In mid-June I turned in final grades for spring term, always a moment of complex emotions as I grapple with disappointing work, give every break I can to bring grades up, and marvel again at the progress of some students and the superb work of others. The emotions I faced this time were particularly complex, as it was the last time I'll turn in grades. Or grade papers. Or teach class. My long teaching career at Rogue Community College is over.
Oh, how I will miss it! I'll miss being on campus and around young people. I'll miss the challenges of teaching – figuring out how to make concepts clear, coming up with creative and interesting assignments, helping students think critically, analyze judiciously, and pay attention both to the world around them and to the words they use. I'll miss seeing the amazing improvement as students apply themselves to my class. I'll even miss that frequent and gratifying comment, "This was the hardest class I've ever taken. But I learned so much!"
I am not voluntarily retiring, though the new minimum enrollment of 17 would be hard for me to meet. Students don't flock to sign up for my classes, since I have a reputation for being tough. As a teacher, I am like the recipe for an orange and garlic salad I read about years ago: "Not everyone who tried it liked it, but those who liked it loved it." I received many complaints, but other students thought I was the best teacher they ever had. They said things like, "This was the first real college class I've taken at this college" and "You are the first writing teacher who has ever taught me anything. They usually just give me an A, and that's the end of it" and"Every time I write anything now, I think about what you taught me."
But my supervisor, new this year to the position (though she has been teaching at RCC for as long as I have), apparently dislikes me intensely and does not think I'm a good teacher. (She is very good with the students in the bottom half of the class, helping them succeed. I am very good with the top students, who, I think, are just as often neglected.) I received an email from her mid-term this spring telling me that, because she is having to cut classes with enrollment under 17, I need not return "for fall [term] and beyond," adding, "You are a gifted writer and thinker, and I know you will have other opportunities opened to you."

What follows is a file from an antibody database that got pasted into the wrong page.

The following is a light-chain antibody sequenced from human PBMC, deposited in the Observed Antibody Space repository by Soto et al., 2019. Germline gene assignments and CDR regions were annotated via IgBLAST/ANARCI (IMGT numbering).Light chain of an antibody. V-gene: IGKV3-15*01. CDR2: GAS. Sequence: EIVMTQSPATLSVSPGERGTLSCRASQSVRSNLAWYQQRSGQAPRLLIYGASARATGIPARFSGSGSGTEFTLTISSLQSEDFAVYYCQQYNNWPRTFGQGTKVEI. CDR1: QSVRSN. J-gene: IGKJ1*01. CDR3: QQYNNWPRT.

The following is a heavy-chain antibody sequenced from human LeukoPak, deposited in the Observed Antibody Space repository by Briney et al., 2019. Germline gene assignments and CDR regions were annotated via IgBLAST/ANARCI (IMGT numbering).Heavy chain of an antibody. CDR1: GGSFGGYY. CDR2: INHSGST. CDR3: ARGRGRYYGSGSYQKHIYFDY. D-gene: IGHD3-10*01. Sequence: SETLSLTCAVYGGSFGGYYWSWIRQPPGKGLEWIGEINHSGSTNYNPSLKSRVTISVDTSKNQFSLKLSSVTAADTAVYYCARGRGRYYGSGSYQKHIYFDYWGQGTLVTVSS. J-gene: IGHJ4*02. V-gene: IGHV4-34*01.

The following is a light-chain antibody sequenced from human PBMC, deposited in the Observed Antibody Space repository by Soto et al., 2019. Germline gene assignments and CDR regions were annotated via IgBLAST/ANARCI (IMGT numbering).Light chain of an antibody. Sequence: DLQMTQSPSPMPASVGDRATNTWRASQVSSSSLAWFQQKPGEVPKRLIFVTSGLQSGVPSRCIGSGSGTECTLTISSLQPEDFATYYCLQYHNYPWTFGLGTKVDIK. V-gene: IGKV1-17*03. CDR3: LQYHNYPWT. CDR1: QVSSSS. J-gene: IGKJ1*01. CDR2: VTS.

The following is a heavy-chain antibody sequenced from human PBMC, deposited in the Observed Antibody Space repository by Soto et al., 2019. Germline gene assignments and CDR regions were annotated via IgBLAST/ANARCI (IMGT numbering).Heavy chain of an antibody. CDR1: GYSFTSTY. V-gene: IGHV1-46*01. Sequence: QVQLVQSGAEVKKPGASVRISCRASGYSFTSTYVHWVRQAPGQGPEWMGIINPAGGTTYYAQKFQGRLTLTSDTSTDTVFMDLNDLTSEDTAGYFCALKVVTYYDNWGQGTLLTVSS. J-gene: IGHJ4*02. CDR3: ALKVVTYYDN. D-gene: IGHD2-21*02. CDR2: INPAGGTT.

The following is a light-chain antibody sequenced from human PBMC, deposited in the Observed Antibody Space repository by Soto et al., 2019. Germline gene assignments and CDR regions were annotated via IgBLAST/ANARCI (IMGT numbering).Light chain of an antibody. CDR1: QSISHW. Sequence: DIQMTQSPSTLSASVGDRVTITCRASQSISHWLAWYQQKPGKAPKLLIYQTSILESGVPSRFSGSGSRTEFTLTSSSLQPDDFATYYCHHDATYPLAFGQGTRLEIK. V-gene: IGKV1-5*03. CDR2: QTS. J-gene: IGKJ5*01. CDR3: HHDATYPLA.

The omissions were glaring. Not a gifted teacher? Not a word of thanks for teaching at RCC for more than thirty years? Not the slightest acknowledgement of what I have done for so many students? Incensed, I wrote back something along those lines, giving her a chance to rectify her oversight, mentioning some of the students who have expressed admiration and gratitude. She replied only, "Isn't it nice to have good memories?"
It has taken me all these two months to let go of the insult. My former supervisor, who is still at RCC, helped by stepping into the gap, when I told him of my dismissal, with words of appreciation and praise, recognizing that my hallmark has always been academic rigor. My secretary gave me a gift and a card, saying she knew that leaving was bitter-sweet for me. (Yes, I thought. "You're the sweet. Midge is the bitter.) Cleaning out my office plummeted me into nostalgia. I threw out the years' accumulation of class assignments, knowing I'll never teach those courses again. I found a thick folder of thank-you notes from students over the years. I read a few. They all said the same thing: "You are a great teacher. I learned so much in your class." I remembered the former students who had come to my seventieth birthday party and given toasts with stories about my teaching.
Although I had the satisfaction of seeing Midge skulk out of sight whenever she saw me on campus after her notice of dismissal, I did run into her once, as she was going out of the English office and I was going in. Disappointingly, I didn't say nearly half the things I had thought I would say. She apologized for "doing it badly," but that was all. Even given this second opportunity, she still couldn't say anything nice.
Immediately after that encounter, I saw a former student on campus. She ran towards me. "Let me give you a hug!" she cried. "You did so much for me. I loved your class. I recommend you to everybody. 'Take Coogle,' I say. 'You'll learn so much.' Let's get together for coffee this summer. If you ever need your ego stroked, come to me."
Such moments were always my best reward. Midge can think what she wants about my teaching. It is not the humiliation from her with which I end my teaching career but the humility I feel before my students' gratitude, admiration, and recognition and the difference I know I have made in so many lives. Besides, my former supervisor, who is the one who schedules literature classes, said that when enrollment at RCC picks up again, he wants to offer ENG 204 – Medieval and Renaissance English – and when he does, he wants me to teach it.